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Marcus Farrar

BSc (Hons) MSc, PgDip (Law), PgDip (Legal Practice), Solicitor

Marcus became a self-employed Solicitor during June 2005 and the Prison Law Department at Chivers Solicitors was established by Marcus during that time. He has previously been employed at three other firms of solicitors in the West Yorkshire area and has worked in a defence role in the criminal justice system since September 1997, qualifying as a Solicitor during June 2002. Since 1998 Marcus has dealt purely with convicted prisoners advising and assisting on Prison Law matters. Within that time he became a specialist in the Prison Law field. That experience and specialisation has allowed him to deal with a number of reported cases.

For example:

R (Spence) v Secretary of State for the Home Department (2003)

A case involving the timing of Parole Board reviews for life sentenced prisoners and the Secretary of State's powers.

R (Lindo) v Secretary of State for the Home Department (2004).

A case involving sentence calculation and days spent unlawfully at large.

R (Hare) v Secretary of State for the Home Department (2003).

A case involving a recall to prison and the reasons that justify the same.

R v Fernandez (2002).

A successful appeal against conviction. And a number of reported Criminal Appeals leading to reductions in tariffs:

R v Cattaway (2003) R v Rutter (2003) R v Dyson (2003) R v Mills (2004)

The Times, December 2004

Other notable cases include:

R v Ford (2009)

Mr M Farrar recently acted in the case of R v Ford. That case involved an application to the CCRC in 1997. On the 12th December 2008 the CCRC referred the convictions to the Court of Appeal. Mr Ford was convicted of 12 burglaries, six robberies and an attempted robbery on 20 and 21 November 1996 at Bradford Crown Court. He was sentenced to a total of 25 years’ imprisonment. Mr Ford’s case was referred to the CCRC principally on the basis of fresh evidence found by that investigation concerning the treatment of an important prosecution witness. The Court of Appeal quashed the most serious convictions.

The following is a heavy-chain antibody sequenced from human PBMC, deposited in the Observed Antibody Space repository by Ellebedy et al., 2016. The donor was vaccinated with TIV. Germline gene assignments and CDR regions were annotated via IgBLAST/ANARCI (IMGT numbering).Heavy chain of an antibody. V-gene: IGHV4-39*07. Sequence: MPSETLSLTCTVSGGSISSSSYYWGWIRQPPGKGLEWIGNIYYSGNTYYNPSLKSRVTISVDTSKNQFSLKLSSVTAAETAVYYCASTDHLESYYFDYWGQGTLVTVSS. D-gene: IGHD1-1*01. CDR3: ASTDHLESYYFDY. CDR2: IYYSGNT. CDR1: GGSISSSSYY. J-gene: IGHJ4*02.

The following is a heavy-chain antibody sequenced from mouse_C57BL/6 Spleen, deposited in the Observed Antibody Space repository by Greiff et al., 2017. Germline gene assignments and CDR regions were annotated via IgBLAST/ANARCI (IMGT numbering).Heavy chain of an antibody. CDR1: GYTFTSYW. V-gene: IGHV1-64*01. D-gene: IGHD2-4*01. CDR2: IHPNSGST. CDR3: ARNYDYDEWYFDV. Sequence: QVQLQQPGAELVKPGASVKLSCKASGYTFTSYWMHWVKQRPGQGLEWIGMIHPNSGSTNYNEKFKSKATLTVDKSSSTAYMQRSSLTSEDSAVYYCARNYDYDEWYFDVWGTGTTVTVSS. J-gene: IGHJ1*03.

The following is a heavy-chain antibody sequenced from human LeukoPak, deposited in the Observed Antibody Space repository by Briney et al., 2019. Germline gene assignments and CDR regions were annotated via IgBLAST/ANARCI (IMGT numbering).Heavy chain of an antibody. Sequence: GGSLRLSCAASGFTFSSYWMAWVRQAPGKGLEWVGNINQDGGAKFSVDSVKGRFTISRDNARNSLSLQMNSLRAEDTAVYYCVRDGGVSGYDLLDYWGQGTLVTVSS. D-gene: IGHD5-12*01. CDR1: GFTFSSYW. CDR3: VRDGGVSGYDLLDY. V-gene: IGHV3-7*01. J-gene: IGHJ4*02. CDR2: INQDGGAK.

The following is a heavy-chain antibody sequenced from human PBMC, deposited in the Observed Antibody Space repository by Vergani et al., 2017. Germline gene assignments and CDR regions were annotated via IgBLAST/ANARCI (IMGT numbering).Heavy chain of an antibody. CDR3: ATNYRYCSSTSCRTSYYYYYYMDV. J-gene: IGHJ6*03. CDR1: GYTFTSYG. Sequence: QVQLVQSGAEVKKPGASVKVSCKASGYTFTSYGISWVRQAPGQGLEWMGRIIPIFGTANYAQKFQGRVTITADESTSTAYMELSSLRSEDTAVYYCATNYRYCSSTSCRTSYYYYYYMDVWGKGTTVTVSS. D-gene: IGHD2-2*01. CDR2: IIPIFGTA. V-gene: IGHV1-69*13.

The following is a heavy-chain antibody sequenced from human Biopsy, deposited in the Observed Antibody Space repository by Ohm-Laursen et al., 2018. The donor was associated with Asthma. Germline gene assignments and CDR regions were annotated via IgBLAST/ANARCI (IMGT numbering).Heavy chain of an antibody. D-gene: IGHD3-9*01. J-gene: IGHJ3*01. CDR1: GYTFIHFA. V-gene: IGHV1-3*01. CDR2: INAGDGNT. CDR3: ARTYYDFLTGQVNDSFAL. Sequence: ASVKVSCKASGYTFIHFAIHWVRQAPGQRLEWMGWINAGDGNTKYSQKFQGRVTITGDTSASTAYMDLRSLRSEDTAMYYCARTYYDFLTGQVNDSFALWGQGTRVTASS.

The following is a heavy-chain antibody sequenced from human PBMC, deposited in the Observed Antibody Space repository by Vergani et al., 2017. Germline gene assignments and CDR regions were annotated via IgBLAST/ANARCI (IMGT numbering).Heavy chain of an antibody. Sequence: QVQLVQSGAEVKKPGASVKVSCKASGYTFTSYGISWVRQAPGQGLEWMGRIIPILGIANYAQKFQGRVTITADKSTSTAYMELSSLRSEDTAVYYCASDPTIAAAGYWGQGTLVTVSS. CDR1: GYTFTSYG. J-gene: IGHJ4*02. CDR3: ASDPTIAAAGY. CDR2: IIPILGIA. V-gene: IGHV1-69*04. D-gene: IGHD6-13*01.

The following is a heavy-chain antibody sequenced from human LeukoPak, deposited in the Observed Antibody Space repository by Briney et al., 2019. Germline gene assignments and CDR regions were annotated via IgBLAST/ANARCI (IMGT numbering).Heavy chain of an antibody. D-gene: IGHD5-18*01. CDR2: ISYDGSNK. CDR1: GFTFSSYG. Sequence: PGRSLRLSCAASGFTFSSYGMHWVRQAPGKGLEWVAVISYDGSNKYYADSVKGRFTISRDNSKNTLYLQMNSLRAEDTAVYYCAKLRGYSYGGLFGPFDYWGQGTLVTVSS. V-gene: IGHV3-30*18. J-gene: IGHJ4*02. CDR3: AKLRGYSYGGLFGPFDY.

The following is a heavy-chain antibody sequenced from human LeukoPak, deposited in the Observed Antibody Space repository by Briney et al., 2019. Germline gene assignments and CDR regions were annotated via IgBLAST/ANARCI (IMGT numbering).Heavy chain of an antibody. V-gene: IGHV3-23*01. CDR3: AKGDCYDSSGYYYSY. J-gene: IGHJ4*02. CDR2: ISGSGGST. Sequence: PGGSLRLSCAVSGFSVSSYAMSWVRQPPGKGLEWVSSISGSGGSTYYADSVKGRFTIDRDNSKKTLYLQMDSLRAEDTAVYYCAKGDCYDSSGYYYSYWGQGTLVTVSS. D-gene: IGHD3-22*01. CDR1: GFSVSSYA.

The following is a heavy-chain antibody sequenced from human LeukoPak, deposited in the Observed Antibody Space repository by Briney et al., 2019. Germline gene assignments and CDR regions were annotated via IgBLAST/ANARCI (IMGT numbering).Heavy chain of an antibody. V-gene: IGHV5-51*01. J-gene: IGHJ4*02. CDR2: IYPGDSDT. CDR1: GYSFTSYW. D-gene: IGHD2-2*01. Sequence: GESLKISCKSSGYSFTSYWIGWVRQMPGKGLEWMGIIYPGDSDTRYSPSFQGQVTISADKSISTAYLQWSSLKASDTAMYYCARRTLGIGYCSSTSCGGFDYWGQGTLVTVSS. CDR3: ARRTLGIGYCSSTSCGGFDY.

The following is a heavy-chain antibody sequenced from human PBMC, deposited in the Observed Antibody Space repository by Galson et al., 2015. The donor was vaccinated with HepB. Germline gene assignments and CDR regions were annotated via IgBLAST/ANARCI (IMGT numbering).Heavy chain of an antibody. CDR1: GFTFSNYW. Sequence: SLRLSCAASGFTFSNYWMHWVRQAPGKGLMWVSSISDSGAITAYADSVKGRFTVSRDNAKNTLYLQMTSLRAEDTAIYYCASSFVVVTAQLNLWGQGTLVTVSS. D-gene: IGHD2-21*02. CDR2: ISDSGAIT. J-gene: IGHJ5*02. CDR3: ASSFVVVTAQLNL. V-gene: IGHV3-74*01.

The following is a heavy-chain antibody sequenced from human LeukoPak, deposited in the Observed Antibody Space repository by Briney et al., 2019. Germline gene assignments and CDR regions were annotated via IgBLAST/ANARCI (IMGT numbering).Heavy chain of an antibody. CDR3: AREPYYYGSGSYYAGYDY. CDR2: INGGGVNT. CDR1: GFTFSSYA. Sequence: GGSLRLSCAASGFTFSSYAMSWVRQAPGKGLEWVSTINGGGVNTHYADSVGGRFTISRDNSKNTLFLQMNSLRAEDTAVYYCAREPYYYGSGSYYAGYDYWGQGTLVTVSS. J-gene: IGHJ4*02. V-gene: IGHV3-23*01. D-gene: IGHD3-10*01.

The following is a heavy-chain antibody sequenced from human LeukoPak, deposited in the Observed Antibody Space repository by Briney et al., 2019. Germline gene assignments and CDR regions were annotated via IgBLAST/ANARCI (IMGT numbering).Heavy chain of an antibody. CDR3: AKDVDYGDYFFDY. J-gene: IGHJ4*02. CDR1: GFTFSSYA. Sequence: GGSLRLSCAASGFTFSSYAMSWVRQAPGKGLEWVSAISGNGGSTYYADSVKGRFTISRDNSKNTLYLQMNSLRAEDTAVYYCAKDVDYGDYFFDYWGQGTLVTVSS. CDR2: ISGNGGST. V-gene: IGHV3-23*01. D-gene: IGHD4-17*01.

R (Chester) v Secretary of State for Justice [2010] EWCA Civ 1439

A case involving a judicial review of the Government’s blanket ban on prisoners voting rights. The Court of Appeal found that it was for the Government to decide on legislation and when the legislation should be enacted. The Court also found that the judiciary should not interfere with the Government’s decision making on forthcoming statues. The case was widely reported. The Supreme Court handed down judgement on 16th October 2013, there was defeat in relation to the EU law arguments but the case ended in victory in that the Supreme Court ruled the present ban on Prisoner Voting was incompitable with the ECHR.

R (Faulkner) v Secretary of State for Justice and the Parole Board [2010] EWCA Civ 1434

The case involved the unjustified delay in the Parole Board actually considering the case at an oral hearing. That delay to the parole hearing breached the client's rights. The Court of Appeal found that the client had spent 10 more months in custody than he should have. The Court of Appeal that was purely due to unjustified delay in having his case heard by the Parole Board. As a result the Court of Appeal found that there had been a breach of Human Rights [Article 5(4) of the European Convention on Human Rights]. The case was widely reported.Now at the Supreme Court; permission to argue further granted.

R v Shah (2009)